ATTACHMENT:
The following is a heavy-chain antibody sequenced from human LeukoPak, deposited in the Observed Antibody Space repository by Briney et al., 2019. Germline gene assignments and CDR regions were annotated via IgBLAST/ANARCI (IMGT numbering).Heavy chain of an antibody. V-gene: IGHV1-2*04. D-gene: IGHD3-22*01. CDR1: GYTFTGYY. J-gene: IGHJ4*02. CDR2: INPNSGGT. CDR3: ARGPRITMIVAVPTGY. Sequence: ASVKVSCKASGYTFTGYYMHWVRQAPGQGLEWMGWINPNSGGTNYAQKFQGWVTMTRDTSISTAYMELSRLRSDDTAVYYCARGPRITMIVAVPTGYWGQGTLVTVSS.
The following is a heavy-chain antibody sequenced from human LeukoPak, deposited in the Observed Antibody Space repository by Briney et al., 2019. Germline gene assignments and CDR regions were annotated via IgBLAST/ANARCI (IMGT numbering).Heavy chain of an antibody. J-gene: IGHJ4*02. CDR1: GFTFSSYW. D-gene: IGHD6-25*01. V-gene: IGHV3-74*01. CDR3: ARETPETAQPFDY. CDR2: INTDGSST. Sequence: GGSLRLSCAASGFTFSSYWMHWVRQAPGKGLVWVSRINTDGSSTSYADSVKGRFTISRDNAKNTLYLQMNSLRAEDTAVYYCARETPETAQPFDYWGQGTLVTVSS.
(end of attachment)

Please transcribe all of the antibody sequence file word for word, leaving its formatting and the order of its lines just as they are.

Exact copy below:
The following is a heavy-chain antibody sequenced from human LeukoPak, deposited in the Observed Antibody Space repository by Briney et al., 2019. Germline gene assignments and CDR regions were annotated via IgBLAST/ANARCI (IMGT numbering).Heavy chain of an antibody. V-gene: IGHV1-2*04. D-gene: IGHD3-22*01. CDR1: GYTFTGYY. J-gene: IGHJ4*02. CDR2: INPNSGGT. CDR3: ARGPRITMIVAVPTGY. Sequence: ASVKVSCKASGYTFTGYYMHWVRQAPGQGLEWMGWINPNSGGTNYAQKFQGWVTMTRDTSISTAYMELSRLRSDDTAVYYCARGPRITMIVAVPTGYWGQGTLVTVSS.
The following is a heavy-chain antibody sequenced from human LeukoPak, deposited in the Observed Antibody Space repository by Briney et al., 2019. Germline gene assignments and CDR regions were annotated via IgBLAST/ANARCI (IMGT numbering).Heavy chain of an antibody. J-gene: IGHJ4*02. CDR1: GFTFSSYW. D-gene: IGHD6-25*01. V-gene: IGHV3-74*01. CDR3: ARETPETAQPFDY. CDR2: INTDGSST. Sequence: GGSLRLSCAASGFTFSSYWMHWVRQAPGKGLVWVSRINTDGSSTSYADSVKGRFTISRDNAKNTLYLQMNSLRAEDTAVYYCARETPETAQPFDYWGQGTLVTVSS.